Perhaps this sounds familiar... you've interviewed a charismatic person whom you really enjoyed talking with. He made it easy to interview him. He listened and smoothly told you what you wanted to hear. He answered every question quickly and often steered the conversation back to his strengths.
Terrific! But, is he right for the job?
A confident job candidate can be skilled at interviewing. Maybe they truly are the right performer who would excel in the position and make a wonderful addition to your team. Or, maybe they're just really good at acting.
Get to the root of what the candidate is saying and dig deeper by asking these four pairs of interview questions and follow-ups:
Follow-up: What does your employer owe you?
This question pair will give you some insight into the candidate's work ethic and attitude. "Everything" is not an honest answer. A cliché such as "a good day's pay for a hard day's work" is okay, but the best answers will be well thought out. Thoughtful candidates will not want to sound too stingy or too insincere and will aim for a reasonable, middle-of-the-road answer. Bonus: As candidates tell you what they expect from you, the employer, you'll glean some useful feedback that you can tuck into your recruiting toolkit.
Follow-up: How will this job help you meet those goals?
Because you wouldn't want to be a temporary pit stop on someone's way to something else, hearing long-term and short-term goals are important. Does the job at hand tie into those goals and how? If there is no logical correlation, how long will this person last before they leave for a better job that fits into their plans?
Follow-up: Mind if I call that person?
Can you say "teamwork"? How well does this person get along with other people at work? This will likely tell you. There is no right or wrong answer. You aren't really going to call their former co-worker, but note their body language when they answer the follow up. If they squirm and stumble and get really nervous, their answer is probably - at least partially - fabricated. Or maybe they worked with a really difficult person and don't want to come across as too negative. Dig a little deeper. If the latter is true, find out if they dealt with it constructively.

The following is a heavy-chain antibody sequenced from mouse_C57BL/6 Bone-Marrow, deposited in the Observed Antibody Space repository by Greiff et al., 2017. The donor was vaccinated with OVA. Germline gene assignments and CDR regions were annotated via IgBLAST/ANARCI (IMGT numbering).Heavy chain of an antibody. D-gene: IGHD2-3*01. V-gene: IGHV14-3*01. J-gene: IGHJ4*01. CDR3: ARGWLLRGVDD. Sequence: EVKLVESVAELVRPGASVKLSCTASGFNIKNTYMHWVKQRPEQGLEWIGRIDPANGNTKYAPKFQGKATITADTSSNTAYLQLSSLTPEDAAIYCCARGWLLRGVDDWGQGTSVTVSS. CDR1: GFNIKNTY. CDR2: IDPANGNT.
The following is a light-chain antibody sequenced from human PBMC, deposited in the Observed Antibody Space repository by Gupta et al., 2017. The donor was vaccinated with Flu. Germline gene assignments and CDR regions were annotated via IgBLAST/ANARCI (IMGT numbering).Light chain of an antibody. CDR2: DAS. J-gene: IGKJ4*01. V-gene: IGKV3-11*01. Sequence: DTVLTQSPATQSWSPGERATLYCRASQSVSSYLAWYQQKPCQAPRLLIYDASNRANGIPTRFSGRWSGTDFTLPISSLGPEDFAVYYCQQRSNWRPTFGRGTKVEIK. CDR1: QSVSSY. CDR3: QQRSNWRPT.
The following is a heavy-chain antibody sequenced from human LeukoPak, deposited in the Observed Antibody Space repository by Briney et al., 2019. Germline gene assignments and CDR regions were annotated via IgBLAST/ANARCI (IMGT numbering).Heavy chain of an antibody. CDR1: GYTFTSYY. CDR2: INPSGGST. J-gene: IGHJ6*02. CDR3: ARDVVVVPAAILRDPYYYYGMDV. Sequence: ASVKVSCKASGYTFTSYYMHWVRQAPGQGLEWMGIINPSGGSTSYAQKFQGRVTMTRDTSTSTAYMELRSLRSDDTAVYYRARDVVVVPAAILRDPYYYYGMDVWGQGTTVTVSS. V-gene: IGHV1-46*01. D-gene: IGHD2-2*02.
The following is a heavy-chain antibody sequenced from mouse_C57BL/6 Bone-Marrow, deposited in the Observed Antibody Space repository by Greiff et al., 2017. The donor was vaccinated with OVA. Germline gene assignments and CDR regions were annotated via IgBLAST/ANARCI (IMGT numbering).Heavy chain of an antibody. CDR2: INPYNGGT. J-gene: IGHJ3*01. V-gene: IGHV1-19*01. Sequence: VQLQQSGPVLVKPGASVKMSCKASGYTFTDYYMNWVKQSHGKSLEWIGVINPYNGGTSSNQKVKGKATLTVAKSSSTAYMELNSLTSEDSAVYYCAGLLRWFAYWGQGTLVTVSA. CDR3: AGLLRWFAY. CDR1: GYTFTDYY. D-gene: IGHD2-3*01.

Follow-up: Give me an example of a time when you used (this skill).
Skill-specific questions let you know if a candidate can perform a job. One quick way to find out if they're being truthful is to ask for specific examples of when they used that particular skill set. Descriptive, solid examples that the candidate can speak at length about will show that they are likely ready for the job.
Remember, answering "yes" or "no" is easy. Providing back up, details and examples to those answers is not so easy. Be sure to probe with interview questions that go beyond the basics and really get to the heart of what the job requires. Look past the charm and let your questions work for you.